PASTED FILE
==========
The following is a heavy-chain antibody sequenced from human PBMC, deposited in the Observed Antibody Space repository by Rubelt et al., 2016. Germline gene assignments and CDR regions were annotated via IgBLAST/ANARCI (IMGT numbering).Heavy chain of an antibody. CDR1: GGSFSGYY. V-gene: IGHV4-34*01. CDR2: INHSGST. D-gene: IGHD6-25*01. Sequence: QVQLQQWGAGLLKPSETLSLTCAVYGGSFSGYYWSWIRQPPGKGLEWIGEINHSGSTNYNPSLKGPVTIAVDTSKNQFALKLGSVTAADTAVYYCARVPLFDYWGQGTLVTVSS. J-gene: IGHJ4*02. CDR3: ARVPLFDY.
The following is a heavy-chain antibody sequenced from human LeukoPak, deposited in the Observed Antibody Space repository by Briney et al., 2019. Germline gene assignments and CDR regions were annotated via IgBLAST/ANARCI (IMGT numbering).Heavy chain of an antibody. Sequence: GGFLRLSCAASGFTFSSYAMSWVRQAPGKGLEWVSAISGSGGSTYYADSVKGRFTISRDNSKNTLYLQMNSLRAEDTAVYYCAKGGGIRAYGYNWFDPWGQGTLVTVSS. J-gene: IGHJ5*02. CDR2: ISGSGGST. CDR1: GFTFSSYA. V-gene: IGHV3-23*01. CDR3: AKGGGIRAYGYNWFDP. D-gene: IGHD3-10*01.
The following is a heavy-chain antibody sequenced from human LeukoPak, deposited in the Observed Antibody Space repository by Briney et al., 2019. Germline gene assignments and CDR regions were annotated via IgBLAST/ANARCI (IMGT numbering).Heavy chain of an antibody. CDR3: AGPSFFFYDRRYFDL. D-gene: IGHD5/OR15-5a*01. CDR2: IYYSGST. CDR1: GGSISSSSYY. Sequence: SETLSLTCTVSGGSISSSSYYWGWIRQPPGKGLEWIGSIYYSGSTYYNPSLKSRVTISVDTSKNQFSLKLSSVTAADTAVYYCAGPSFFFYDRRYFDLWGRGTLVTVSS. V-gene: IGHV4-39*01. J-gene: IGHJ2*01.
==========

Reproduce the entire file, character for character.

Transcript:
The following is a heavy-chain antibody sequenced from human PBMC, deposited in the Observed Antibody Space repository by Rubelt et al., 2016. Germline gene assignments and CDR regions were annotated via IgBLAST/ANARCI (IMGT numbering).Heavy chain of an antibody. CDR1: GGSFSGYY. V-gene: IGHV4-34*01. CDR2: INHSGST. D-gene: IGHD6-25*01. Sequence: QVQLQQWGAGLLKPSETLSLTCAVYGGSFSGYYWSWIRQPPGKGLEWIGEINHSGSTNYNPSLKGPVTIAVDTSKNQFALKLGSVTAADTAVYYCARVPLFDYWGQGTLVTVSS. J-gene: IGHJ4*02. CDR3: ARVPLFDY.
The following is a heavy-chain antibody sequenced from human LeukoPak, deposited in the Observed Antibody Space repository by Briney et al., 2019. Germline gene assignments and CDR regions were annotated via IgBLAST/ANARCI (IMGT numbering).Heavy chain of an antibody. Sequence: GGFLRLSCAASGFTFSSYAMSWVRQAPGKGLEWVSAISGSGGSTYYADSVKGRFTISRDNSKNTLYLQMNSLRAEDTAVYYCAKGGGIRAYGYNWFDPWGQGTLVTVSS. J-gene: IGHJ5*02. CDR2: ISGSGGST. CDR1: GFTFSSYA. V-gene: IGHV3-23*01. CDR3: AKGGGIRAYGYNWFDP. D-gene: IGHD3-10*01.
The following is a heavy-chain antibody sequenced from human LeukoPak, deposited in the Observed Antibody Space repository by Briney et al., 2019. Germline gene assignments and CDR regions were annotated via IgBLAST/ANARCI (IMGT numbering).Heavy chain of an antibody. CDR3: AGPSFFFYDRRYFDL. D-gene: IGHD5/OR15-5a*01. CDR2: IYYSGST. CDR1: GGSISSSSYY. Sequence: SETLSLTCTVSGGSISSSSYYWGWIRQPPGKGLEWIGSIYYSGSTYYNPSLKSRVTISVDTSKNQFSLKLSSVTAADTAVYYCAGPSFFFYDRRYFDLWGRGTLVTVSS. V-gene: IGHV4-39*01. J-gene: IGHJ2*01.